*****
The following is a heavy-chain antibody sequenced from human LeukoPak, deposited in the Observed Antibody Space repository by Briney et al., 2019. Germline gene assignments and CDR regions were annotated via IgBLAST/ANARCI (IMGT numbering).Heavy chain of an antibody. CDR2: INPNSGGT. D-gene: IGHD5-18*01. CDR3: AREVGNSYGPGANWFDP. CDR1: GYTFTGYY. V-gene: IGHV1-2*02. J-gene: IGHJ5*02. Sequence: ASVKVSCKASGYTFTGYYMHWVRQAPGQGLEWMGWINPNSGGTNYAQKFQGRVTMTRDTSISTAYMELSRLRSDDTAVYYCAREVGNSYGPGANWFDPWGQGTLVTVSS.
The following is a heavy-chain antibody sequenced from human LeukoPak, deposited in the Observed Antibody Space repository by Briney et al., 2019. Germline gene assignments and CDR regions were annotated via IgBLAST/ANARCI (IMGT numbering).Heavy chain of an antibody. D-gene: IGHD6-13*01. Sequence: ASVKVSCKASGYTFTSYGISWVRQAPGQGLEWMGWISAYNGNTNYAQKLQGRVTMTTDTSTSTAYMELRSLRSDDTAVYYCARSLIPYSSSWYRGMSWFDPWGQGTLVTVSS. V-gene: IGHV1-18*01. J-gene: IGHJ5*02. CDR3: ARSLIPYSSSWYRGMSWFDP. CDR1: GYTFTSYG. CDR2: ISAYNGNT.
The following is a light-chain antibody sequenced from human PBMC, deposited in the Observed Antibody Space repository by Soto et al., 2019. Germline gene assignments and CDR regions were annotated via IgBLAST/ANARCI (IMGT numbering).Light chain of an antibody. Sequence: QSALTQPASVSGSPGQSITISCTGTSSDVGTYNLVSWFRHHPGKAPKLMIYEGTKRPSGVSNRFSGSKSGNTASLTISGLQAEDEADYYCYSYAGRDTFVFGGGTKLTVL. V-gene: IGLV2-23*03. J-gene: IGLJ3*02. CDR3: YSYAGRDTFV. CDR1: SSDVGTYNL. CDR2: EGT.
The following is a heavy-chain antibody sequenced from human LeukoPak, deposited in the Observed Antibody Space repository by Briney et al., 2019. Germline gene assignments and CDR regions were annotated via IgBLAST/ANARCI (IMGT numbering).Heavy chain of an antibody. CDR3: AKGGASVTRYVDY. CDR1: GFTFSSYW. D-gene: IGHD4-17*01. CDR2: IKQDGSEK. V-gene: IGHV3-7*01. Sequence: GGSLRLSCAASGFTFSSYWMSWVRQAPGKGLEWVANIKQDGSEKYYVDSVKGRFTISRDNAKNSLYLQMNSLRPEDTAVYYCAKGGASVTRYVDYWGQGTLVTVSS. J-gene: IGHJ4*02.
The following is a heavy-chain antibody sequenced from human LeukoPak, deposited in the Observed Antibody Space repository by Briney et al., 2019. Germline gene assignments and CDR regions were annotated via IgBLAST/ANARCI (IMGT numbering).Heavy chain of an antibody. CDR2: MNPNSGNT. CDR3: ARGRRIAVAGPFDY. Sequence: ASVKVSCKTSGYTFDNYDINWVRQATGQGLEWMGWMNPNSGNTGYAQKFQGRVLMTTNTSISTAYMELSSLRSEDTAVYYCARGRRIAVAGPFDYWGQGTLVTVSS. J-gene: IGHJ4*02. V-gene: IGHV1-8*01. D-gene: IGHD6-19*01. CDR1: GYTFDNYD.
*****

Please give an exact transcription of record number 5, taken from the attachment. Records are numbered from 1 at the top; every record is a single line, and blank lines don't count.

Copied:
The following is a heavy-chain antibody sequenced from human LeukoPak, deposited in the Observed Antibody Space repository by Briney et al., 2019. Germline gene assignments and CDR regions were annotated via IgBLAST/ANARCI (IMGT numbering).Heavy chain of an antibody. CDR2: MNPNSGNT. CDR3: ARGRRIAVAGPFDY. Sequence: ASVKVSCKTSGYTFDNYDINWVRQATGQGLEWMGWMNPNSGNTGYAQKFQGRVLMTTNTSISTAYMELSSLRSEDTAVYYCARGRRIAVAGPFDYWGQGTLVTVSS. J-gene: IGHJ4*02. V-gene: IGHV1-8*01. D-gene: IGHD6-19*01. CDR1: GYTFDNYD.